Notable children's books of 2011.  And by "children's books" they mean from picture books to YA.  From The New York Times.

Neil Gaiman guest starred on The Simpsons.  You can watch The Book Job on Hulu.

Brian Selznick is happy with the movie adaptation of The Adventure of Hugo Cabret.  From the Chicago Sun-Times.

The Girl with the Dragon Tattoo by Stieg Larsson

Yeah, I know I'm seriously behind the times.  A few years ago when the entire world was reading this book, people kept asking me if I'd read it yet and what I'd thought and I'd say, "Yeah, it's on my to-read list."  However, my to-read list is about a million books long, and I just wasn't that interested.  It seemed to be one of those love-it-or-hate-it books.  Either people said it was the most amazing thing they'd ever read, or people were totally unimpressed, didn't know what the big deal was and discussed how it was clearly written by a middle-aged man, as no one else could write a book where female characters of various age kept jumping into bed with a middle-aged man.

I finally decided to read it because of the American version of The Girl with the Dragon Tattoo is coming out and I saw the preview and it looked kind of awesome. And since I feel strongly about reading the book before seeing a movie based on a book, it was, at last, time to read The Girl with the Dragon Tattoo.  So I did.

In case you've been living under a rock, or work in a field where you primary read YA literature, it is the story of Mikael Blomkvist, a respected journalist who's just been find guilty of libel, which puts a crimp in his career.  Blomkvist is hired by Henrik Vanger, the head of an old and powerful Swedish family to ghost-write his autobiography, but the real reason Vanger hired Blomkvist is to solve a decades old murder of his grand-niece, Harriet, who vanished without a trace in 1963.  Blomkvist joins forces with Lisbeth Salandar, a researcher with a photographic memory and authority issues.

Here's the interesting thing about this book: almost half of it was set-up.  Things didn't actually start happening until more than halfway through the book.  The story is so incredibly detailed that over 200 hundred pages are spent giving us all the background we need in order for the action to really start.  While this was kind of annoying after a bit, I was interested and involved enough (and horrified enough) to want to see where things were going to go, so I carried on and was reward with one royally fucked up story.  Whoa.  Holy shit.  I was so, so, so, not prepared.  How is it that whenever people talked about this book no one ever said, "Oh, P.S., not for the faint of heart."  Or maybe, "Involves graphic violence against women."  Or even, "You may want to throw up at various points while reading this book."  Something.  Anything.  I'd like to have been warned is all.  Because holy shit.  Fucked.  Up.  So disturbing.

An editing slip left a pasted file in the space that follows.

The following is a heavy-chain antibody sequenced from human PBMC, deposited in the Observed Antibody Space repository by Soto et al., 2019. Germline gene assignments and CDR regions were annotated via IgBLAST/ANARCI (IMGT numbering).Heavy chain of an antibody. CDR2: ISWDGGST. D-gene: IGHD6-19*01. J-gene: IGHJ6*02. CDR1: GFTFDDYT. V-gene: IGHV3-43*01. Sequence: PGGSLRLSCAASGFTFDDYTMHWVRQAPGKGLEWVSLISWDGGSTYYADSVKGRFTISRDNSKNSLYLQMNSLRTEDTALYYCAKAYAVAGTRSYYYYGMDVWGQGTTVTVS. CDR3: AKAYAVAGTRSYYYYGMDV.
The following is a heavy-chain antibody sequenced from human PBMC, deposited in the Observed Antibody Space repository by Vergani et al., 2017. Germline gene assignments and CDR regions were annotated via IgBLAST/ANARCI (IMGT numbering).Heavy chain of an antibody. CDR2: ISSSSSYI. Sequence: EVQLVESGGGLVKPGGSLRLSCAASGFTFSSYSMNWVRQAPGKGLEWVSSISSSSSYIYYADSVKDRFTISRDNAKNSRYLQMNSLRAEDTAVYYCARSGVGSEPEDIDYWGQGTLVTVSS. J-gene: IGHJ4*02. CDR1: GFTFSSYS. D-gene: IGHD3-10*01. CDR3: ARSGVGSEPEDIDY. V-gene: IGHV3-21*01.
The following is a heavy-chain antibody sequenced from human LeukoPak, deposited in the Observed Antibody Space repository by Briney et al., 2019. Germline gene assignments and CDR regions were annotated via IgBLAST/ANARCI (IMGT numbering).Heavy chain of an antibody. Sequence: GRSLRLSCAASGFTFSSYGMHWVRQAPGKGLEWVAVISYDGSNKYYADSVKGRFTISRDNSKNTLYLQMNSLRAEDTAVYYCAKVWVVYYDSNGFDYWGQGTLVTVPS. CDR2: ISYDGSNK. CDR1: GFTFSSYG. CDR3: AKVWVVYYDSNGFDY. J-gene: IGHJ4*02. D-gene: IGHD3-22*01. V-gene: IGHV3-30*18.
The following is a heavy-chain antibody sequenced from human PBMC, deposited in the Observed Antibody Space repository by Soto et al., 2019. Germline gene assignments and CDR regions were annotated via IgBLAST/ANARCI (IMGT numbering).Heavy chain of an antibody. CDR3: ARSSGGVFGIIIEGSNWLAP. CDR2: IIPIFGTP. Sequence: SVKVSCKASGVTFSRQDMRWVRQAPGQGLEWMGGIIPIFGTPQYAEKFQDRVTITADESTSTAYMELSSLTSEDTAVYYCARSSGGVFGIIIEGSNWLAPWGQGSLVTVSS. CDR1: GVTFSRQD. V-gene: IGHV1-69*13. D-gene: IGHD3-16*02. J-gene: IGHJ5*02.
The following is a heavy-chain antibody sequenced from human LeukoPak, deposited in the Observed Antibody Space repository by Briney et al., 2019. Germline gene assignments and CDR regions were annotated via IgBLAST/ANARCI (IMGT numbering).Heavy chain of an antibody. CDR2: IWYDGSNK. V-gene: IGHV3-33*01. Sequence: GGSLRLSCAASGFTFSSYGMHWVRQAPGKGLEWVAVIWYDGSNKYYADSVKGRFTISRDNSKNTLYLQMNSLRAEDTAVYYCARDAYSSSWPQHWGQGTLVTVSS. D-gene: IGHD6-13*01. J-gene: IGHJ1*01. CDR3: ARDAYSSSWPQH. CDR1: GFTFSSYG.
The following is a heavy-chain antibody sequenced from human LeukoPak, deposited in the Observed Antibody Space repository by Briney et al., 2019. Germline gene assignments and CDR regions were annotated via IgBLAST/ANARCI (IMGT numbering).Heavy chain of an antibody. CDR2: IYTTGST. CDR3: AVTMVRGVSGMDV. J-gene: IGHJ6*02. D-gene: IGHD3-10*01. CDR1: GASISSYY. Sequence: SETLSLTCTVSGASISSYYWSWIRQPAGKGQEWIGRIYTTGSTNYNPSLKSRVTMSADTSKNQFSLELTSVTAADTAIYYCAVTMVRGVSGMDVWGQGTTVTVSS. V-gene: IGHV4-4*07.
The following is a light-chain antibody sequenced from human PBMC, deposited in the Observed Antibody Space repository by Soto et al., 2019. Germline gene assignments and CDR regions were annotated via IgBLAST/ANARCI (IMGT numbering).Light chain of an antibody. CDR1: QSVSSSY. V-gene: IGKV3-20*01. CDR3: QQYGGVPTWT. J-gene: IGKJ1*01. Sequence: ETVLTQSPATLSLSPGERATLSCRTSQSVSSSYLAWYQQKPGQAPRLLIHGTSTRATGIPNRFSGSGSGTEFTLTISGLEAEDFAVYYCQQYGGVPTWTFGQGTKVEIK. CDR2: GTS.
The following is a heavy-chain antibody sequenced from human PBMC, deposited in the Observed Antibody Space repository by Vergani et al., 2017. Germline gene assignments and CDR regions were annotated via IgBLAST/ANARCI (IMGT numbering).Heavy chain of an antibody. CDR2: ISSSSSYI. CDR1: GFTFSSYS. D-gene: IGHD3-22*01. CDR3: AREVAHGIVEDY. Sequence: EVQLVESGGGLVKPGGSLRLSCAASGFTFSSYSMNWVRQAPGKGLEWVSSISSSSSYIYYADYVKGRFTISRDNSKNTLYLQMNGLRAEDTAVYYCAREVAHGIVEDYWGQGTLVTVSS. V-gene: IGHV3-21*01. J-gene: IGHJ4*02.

So...yeah.  It was certainly an engaging story.  Lots of twists and turns and near escapes and horrible, horrible things happening to people.  I kept reading, even when I was absolutely horrified, so well done book.  I am now a lot more wary about seeing the movie.  I also don't feel the need to read any of the subsequent volumes.  Unless the movie's really good and then I'll have to, I guess.

In conclusion: graphic violence against women.  A lot of it.  Just be prepared.

Sunday, December 4, 2011

The Way We Fall by Megan Crewe

Kaelyn is living on an island that is part of Canada when an unknown virus suddenly appears.  It starts out just seemingly like a cold - sneezing, coughing.  But then it breaks down your social inhibitions.  Then the hallucinating starts, and then you're dead. Kaelyn's father, a microbiologist, is working hard to find a vaccination, but things are getting bad fast.  The island is quarantined, and even though they've been promised food and medicine from the government, no help seems to be coming.  Is it only a matter of time until the virus takes them all?

I classified this as a dystopia, but it isn't, not really.  It hasn't actually happened, so I guess it's sort of futuristic, but something like it could happen, and the world Kaelyn was in was our world today.  It isn't out of the realm of possibility.  It was particularly creepy reading it because everything that happened was possible.  It wasn't one of the "strange disease sweeps through and then everyone turns into brain eating zombies!"  It was like Outbreak.  A previously unknown virus shows up somewhere and people start dying.  It moves very fast and there isn't a whole lot of time to find a solution for it.